Revealed: wrong track layout is key to Paddington rail disaster

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The Independent Online

By Christian Wolmar

By Christian Wolmar

17 October 1999

INVESTIGATORS studying the Paddington rail crash are examining potential flaws in the track layout which they believe may have been one of the principal causes of the disaster.

They are concerned that a vital set of points were positioned in such a way as to allow the Thames Train to go into the path of the express rather than being switched out of harm's way. A crucial turn-off, which would have led the Thames train to safety, was unaccountably closed, ensuring that once the red light was passed the collision was inevitable.

A former senior BR manager said: "There is something very wrong here. It goes against all the basic principles of signalling and track layout. I suspect that is why the Health and Safety Executive's initial report talked about a systems failure."

The front data recorder of the Thames train was destroyed in the impact and its data lost, so we will never know if the normal warnings sounded in driver Michael Hodder's cab. However, following analysis of tapes from the recorder at the back of the Thames train, a clear sequence of events of the train's last few minutes has emerged.

Hodder, who had driven "impeccably" on his first outing to Reading and back that day, accelerated to about 40mph out of Paddington station and then coasted to 38mph, driving through two signals at caution, one set at double yellow and the second at yellow. Then, after passing the red signal SN109 still coasting, he accelerated for much of the 700 yards between it and the junction where the collision occurred, exceeding 50mph, suggesting an combined impact speed of more than 120mph.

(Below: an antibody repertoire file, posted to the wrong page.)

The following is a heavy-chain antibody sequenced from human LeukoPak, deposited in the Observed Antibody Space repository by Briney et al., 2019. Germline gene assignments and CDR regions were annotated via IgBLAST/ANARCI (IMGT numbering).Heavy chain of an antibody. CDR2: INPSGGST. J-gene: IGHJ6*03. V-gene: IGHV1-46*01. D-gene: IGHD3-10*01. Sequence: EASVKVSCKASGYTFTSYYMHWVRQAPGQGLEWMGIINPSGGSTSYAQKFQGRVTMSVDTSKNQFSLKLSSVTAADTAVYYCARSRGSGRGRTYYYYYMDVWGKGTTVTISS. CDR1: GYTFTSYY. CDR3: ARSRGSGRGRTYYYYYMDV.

He clearly never realised that, for the last 300 yards, he was on track supposed to be used only by London-bound trains.

The points that he should have taken to reach the fast line to Reading were, correctly, closed against him, and he carried straight on. But then he also passed a second set of points, which, had they been open, would have led him on to the slow line to Reading, which was clear; and signallers, realising his mistake, would have ordered him by radio to stop his train.

Hodder only realised something was amiss just 2.5 seconds before the crash, barely time enough for the brakes to be fully activated. The collision occurred at the junction, with the two drivers' cabs smashing into one another at a slight angle.

The key areas of the investigation are: a) whether Hodder saw signal SN109; b) the history of troubles with the signal; and c) the track layout.

The fact that Hodder accelerated suggests that either he failed to notice SN109 at all, which seems unlikely given that he had been along the route 15 times since qualifying as a driver, and dozens of times before that, or for some reason considered that it was set at double yellow. Double yellow is an extra warning indicating that two signals ahead there is a red. If he had seen it as red, he should have stopped; if he had thought it was yellow, which shows the next signal is red, he should have slowed down.